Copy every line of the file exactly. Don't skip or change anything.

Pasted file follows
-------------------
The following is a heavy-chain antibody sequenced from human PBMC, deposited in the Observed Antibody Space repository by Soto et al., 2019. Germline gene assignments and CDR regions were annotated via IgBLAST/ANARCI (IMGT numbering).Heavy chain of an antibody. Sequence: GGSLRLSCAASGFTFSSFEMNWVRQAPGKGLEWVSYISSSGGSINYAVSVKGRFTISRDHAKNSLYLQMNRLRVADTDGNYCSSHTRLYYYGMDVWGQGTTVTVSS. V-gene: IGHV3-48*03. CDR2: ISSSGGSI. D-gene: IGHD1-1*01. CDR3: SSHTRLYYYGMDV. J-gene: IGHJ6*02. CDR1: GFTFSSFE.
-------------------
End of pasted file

The following is a heavy-chain antibody sequenced from human PBMC, deposited in the Observed Antibody Space repository by Soto et al., 2019. Germline gene assignments and CDR regions were annotated via IgBLAST/ANARCI (IMGT numbering).Heavy chain of an antibody. Sequence: GGSLRLSCAASGFTFSSFEMNWVRQAPGKGLEWVSYISSSGGSINYAVSVKGRFTISRDHAKNSLYLQMNRLRVADTDGNYCSSHTRLYYYGMDVWGQGTTVTVSS. V-gene: IGHV3-48*03. CDR2: ISSSGGSI. D-gene: IGHD1-1*01. CDR3: SSHTRLYYYGMDV. J-gene: IGHJ6*02. CDR1: GFTFSSFE.